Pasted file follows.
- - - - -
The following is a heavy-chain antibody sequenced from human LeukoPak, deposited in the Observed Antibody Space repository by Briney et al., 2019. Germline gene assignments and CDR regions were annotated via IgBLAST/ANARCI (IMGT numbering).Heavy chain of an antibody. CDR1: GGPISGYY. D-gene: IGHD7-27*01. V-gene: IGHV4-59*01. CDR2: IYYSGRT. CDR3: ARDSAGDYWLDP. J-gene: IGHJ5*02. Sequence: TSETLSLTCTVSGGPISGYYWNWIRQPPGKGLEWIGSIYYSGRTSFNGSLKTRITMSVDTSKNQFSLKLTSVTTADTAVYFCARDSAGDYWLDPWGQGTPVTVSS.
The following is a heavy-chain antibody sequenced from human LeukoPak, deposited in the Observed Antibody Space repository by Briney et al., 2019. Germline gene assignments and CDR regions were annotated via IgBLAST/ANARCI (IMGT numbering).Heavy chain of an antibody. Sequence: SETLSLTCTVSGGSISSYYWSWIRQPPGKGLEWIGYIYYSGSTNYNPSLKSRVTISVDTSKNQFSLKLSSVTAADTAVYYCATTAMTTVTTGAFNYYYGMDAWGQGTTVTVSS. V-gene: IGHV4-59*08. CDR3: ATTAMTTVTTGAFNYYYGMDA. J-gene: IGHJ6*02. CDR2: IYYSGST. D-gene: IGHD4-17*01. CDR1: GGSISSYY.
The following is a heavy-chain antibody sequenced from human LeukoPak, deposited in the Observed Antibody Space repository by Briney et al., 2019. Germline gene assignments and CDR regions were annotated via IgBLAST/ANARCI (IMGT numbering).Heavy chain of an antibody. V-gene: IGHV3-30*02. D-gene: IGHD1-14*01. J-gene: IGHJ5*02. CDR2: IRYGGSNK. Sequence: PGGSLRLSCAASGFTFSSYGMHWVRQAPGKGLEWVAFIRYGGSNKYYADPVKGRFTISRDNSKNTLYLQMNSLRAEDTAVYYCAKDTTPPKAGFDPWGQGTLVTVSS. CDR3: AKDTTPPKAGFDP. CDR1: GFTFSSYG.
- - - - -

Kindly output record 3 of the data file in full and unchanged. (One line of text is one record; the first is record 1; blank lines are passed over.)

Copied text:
The following is a heavy-chain antibody sequenced from human LeukoPak, deposited in the Observed Antibody Space repository by Briney et al., 2019. Germline gene assignments and CDR regions were annotated via IgBLAST/ANARCI (IMGT numbering).Heavy chain of an antibody. V-gene: IGHV3-30*02. D-gene: IGHD1-14*01. J-gene: IGHJ5*02. CDR2: IRYGGSNK. Sequence: PGGSLRLSCAASGFTFSSYGMHWVRQAPGKGLEWVAFIRYGGSNKYYADPVKGRFTISRDNSKNTLYLQMNSLRAEDTAVYYCAKDTTPPKAGFDPWGQGTLVTVSS. CDR3: AKDTTPPKAGFDP. CDR1: GFTFSSYG.